Fear of flying, other anxiety disorders

Dr. R. Reid Wilson, (919) 942-0700 or rrw@med.unc.edu, is associate clinical professor of psychiatry in the School of Medicine and a clinical psychologist in private practice. He specializes in the treatment of anxiety disorders, including panic disorder and panic attacks, fear of flying, phobias, social anxiety, worries, obsessive-compulsive disorder, psychological responses to trauma and disasters and post-traumatic stress disorder. He designed and served as lead psychologist for American Airlines’ first national program for the fearful flier. He is the author of the book "Don’t Panic: Taking Control of Anxiety Attacks."

        Leadership in a crisis

Dr. James W. "Jim" Dean Jr., (919) 962-0798 or james_dean@unc.edu, management professor at the Kenan-Flagler Business School and associate dean of the MBA Program, can speak to examining the key elements of leadership in times of crisis, be it leading a company, a division or a small group of people. What is called for in crisis that is different from leading in regular times? Dean has been a senior examiner for the Malcolm Baldrige National Quality Award. His research interests include organizational change, leadership, performance improvement and strategic decision-making.  He is the former director for the National Science Foundation's Transformations to Quality Organizations program. This program of research on performance improvement was jointly supported by several Fortune 500 corporations and the federal government. For more about Dean's expertise, click to http://www.mbascorecard.unc.edu/bio_dean.html.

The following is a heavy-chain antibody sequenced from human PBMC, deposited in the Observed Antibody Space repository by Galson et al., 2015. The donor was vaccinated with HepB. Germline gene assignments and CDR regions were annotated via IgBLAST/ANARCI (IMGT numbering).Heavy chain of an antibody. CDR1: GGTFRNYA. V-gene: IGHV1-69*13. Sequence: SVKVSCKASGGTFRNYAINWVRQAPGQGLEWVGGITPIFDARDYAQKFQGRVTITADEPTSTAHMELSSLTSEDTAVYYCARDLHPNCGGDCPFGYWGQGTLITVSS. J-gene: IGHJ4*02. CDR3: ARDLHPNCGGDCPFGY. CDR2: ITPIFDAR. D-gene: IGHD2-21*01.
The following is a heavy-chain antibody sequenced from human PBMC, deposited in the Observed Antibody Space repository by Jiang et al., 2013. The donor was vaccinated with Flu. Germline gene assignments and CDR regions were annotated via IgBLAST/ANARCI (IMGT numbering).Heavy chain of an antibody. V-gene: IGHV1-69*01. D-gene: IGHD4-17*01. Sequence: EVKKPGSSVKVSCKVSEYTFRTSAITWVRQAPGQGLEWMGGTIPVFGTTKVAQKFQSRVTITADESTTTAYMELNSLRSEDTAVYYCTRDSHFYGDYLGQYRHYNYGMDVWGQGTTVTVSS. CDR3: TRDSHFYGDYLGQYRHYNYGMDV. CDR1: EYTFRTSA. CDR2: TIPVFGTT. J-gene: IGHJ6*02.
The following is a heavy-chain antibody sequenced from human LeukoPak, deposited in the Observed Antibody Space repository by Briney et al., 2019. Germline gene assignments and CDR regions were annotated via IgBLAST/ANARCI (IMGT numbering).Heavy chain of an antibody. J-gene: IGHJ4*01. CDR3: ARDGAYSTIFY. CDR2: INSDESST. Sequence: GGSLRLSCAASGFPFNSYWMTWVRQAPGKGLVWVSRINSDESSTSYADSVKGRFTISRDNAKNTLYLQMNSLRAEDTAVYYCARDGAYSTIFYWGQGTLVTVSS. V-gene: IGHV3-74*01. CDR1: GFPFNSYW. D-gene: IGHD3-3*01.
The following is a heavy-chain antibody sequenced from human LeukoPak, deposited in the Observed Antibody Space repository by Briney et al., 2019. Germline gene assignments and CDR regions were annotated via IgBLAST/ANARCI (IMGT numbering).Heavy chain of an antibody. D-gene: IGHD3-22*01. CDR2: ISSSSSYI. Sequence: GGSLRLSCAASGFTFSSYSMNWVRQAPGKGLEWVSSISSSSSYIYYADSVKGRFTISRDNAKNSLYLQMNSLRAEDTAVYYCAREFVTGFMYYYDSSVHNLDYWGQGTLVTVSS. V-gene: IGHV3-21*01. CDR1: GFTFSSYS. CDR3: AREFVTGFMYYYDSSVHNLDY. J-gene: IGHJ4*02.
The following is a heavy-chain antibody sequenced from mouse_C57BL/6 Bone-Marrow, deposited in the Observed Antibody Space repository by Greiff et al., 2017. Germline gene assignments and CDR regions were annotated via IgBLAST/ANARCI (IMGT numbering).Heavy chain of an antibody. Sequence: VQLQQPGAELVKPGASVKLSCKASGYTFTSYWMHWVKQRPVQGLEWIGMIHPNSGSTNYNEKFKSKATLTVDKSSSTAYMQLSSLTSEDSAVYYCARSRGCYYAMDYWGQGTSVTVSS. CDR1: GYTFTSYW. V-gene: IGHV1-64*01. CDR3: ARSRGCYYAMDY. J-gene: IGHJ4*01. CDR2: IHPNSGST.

Impact of public opinion, media on decisions

Dr. Cori Dauber, (919) 962-4938; home (919) 967-4419, cdauber@email.unc.edu, an associate professor of communication studies, specializes in the influence of argument and rhetoric on decision-making in defense policy. She analyzes how policy decisions are influenced by public opinion and the media, including visual imagery.